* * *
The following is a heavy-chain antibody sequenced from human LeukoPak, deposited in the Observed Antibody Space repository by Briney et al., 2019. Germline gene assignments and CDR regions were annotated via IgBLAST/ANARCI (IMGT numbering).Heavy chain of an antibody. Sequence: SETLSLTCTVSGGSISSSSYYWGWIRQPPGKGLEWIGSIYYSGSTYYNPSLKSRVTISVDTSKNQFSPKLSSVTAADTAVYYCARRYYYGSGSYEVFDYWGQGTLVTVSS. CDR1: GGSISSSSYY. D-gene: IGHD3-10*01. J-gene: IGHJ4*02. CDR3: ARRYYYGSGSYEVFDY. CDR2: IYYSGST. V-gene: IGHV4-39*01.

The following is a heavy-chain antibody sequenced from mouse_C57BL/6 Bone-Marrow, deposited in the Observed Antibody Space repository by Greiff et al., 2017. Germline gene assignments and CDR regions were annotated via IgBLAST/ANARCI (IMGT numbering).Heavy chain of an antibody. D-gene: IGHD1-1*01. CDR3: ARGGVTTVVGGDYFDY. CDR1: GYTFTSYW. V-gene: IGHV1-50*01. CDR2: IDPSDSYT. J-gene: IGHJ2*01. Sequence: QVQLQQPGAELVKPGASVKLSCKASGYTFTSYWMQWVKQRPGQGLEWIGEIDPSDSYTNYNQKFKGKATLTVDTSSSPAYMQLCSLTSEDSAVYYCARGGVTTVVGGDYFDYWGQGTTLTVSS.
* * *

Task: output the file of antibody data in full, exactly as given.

The following is a heavy-chain antibody sequenced from human LeukoPak, deposited in the Observed Antibody Space repository by Briney et al., 2019. Germline gene assignments and CDR regions were annotated via IgBLAST/ANARCI (IMGT numbering).Heavy chain of an antibody. Sequence: SETLSLTCTVSGGSISSSSYYWGWIRQPPGKGLEWIGSIYYSGSTYYNPSLKSRVTISVDTSKNQFSPKLSSVTAADTAVYYCARRYYYGSGSYEVFDYWGQGTLVTVSS. CDR1: GGSISSSSYY. D-gene: IGHD3-10*01. J-gene: IGHJ4*02. CDR3: ARRYYYGSGSYEVFDY. CDR2: IYYSGST. V-gene: IGHV4-39*01.

The following is a heavy-chain antibody sequenced from mouse_C57BL/6 Bone-Marrow, deposited in the Observed Antibody Space repository by Greiff et al., 2017. Germline gene assignments and CDR regions were annotated via IgBLAST/ANARCI (IMGT numbering).Heavy chain of an antibody. D-gene: IGHD1-1*01. CDR3: ARGGVTTVVGGDYFDY. CDR1: GYTFTSYW. V-gene: IGHV1-50*01. CDR2: IDPSDSYT. J-gene: IGHJ2*01. Sequence: QVQLQQPGAELVKPGASVKLSCKASGYTFTSYWMQWVKQRPGQGLEWIGEIDPSDSYTNYNQKFKGKATLTVDTSSSPAYMQLCSLTSEDSAVYYCARGGVTTVVGGDYFDYWGQGTTLTVSS.